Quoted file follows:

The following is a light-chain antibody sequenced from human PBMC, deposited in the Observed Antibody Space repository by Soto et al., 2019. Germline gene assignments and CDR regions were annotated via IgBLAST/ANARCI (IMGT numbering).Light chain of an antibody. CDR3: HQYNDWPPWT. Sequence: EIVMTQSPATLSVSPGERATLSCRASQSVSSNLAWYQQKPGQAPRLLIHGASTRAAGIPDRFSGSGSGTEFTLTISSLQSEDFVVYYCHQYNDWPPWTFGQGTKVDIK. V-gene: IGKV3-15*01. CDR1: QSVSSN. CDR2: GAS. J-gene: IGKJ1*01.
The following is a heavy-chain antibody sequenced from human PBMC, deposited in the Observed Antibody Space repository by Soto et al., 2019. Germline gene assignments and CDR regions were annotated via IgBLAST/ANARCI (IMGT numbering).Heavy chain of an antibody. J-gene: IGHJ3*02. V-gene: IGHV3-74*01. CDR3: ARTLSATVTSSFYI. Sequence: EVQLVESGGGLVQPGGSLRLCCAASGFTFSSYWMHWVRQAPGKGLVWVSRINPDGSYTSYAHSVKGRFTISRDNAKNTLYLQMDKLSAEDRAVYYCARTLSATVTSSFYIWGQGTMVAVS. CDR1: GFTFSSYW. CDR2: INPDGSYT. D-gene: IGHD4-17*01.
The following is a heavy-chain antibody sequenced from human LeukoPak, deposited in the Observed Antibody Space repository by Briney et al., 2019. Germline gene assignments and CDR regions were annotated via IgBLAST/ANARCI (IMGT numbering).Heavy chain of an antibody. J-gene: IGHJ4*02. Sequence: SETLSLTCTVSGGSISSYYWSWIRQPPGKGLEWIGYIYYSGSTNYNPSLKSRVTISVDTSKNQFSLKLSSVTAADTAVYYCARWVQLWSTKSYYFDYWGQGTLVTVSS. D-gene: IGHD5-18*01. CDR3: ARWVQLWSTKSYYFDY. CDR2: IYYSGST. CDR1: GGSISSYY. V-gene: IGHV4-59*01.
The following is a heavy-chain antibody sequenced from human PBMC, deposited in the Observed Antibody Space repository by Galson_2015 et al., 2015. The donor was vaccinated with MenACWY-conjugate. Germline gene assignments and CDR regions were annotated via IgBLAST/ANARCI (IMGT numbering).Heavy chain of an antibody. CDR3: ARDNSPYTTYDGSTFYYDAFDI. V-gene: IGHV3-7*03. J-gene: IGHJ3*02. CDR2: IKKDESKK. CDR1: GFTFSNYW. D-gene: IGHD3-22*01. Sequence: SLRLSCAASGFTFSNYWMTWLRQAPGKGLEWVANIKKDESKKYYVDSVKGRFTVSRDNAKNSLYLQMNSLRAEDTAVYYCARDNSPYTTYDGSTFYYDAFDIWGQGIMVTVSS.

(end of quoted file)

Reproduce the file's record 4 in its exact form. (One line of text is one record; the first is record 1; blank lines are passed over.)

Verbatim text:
The following is a heavy-chain antibody sequenced from human PBMC, deposited in the Observed Antibody Space repository by Galson_2015 et al., 2015. The donor was vaccinated with MenACWY-conjugate. Germline gene assignments and CDR regions were annotated via IgBLAST/ANARCI (IMGT numbering).Heavy chain of an antibody. CDR3: ARDNSPYTTYDGSTFYYDAFDI. V-gene: IGHV3-7*03. J-gene: IGHJ3*02. CDR2: IKKDESKK. CDR1: GFTFSNYW. D-gene: IGHD3-22*01. Sequence: SLRLSCAASGFTFSNYWMTWLRQAPGKGLEWVANIKKDESKKYYVDSVKGRFTVSRDNAKNSLYLQMNSLRAEDTAVYYCARDNSPYTTYDGSTFYYDAFDIWGQGIMVTVSS.